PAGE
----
Accelerating innovation in the chemistry lab with integrated automated microchemical systems

Klavs Jensen

Today's chemistry laboratories operate very much like they did in Thomas Edison's day 100 years ago — with elaborate and time-consuming experiments conducted by hand. The potential for greatly improving the sophistication and productivity of these labs by automating many of their processes represents a ripe market opportunity. This project aims to seize that opportunity by continuing work, funded by a previous Deshpande Center grant, on a prototype of an intelligent microchemical system (IMCS).

The goal is to transform the classical chemical lab, with its batch-wise synthesis and analysis, into a compact system capable of rapid, continuous discovery and development of new products in pharmaceutical, fragrance, advanced materials, and specialty chemicals industries. The IMCS employs integrated, automated microchemical systems that require less space, are easier to vent, use fewer utilities, produce less waste, and are safer than synthesis setups in chemical fume hoods. They also allow high throughput experimentation.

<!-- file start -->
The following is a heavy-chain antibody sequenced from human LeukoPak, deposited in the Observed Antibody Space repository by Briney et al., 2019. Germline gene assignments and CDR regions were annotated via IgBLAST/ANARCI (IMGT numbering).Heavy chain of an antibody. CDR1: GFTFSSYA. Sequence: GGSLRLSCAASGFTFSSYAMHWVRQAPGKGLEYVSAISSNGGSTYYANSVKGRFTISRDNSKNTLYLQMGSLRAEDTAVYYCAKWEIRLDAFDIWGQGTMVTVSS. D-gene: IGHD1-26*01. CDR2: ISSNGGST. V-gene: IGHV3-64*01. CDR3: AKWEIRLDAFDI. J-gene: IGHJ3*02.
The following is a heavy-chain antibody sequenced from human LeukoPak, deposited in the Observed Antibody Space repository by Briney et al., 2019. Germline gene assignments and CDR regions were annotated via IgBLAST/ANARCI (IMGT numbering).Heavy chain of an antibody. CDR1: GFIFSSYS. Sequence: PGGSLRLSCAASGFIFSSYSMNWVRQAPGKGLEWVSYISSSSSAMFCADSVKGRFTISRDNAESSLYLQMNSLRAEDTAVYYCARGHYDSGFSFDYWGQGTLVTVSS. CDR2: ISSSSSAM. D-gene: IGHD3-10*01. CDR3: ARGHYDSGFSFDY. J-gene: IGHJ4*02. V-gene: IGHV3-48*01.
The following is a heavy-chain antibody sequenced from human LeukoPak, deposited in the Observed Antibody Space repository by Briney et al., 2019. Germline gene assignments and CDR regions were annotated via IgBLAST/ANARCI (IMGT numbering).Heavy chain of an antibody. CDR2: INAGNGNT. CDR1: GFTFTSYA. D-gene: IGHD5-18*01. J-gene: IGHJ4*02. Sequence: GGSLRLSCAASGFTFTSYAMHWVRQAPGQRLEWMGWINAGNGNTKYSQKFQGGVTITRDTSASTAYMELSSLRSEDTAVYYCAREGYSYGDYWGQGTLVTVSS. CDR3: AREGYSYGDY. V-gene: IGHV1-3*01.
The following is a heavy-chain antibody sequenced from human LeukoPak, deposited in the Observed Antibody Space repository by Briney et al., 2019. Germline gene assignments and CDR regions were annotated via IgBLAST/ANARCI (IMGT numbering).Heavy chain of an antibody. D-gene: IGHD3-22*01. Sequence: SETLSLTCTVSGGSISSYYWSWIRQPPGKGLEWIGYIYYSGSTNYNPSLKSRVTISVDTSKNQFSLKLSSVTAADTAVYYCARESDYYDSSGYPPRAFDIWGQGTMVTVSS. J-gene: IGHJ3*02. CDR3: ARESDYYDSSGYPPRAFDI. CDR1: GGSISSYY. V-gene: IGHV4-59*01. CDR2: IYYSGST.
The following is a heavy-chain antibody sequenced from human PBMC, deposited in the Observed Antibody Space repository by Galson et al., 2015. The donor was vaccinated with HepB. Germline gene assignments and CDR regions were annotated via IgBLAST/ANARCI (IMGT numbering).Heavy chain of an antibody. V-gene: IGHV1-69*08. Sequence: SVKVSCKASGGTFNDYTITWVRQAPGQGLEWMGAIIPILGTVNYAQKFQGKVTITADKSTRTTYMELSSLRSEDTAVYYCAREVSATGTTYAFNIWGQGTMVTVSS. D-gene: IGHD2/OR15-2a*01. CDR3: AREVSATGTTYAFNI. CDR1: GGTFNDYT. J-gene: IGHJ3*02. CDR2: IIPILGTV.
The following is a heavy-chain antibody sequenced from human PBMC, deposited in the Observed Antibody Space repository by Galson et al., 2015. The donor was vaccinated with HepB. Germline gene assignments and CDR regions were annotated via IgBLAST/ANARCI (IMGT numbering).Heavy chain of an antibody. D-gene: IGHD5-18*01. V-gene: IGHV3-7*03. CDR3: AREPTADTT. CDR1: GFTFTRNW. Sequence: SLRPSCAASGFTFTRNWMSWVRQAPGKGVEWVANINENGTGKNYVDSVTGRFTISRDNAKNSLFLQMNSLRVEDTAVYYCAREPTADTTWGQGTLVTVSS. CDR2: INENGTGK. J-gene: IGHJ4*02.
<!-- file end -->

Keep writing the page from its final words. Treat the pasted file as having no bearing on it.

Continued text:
This phase of the project expands the current prototype to systems for gas-liquid chemistry, which plays an important role in synthesis of pharmaceuticals. The systems include a new, quantitative approach to gas-liquid separation that can be integrated into microfluidics systems to enable processes often unfeasible in conventional laboratory settings.

This project was spun out into a startup company, i2Chem Inc.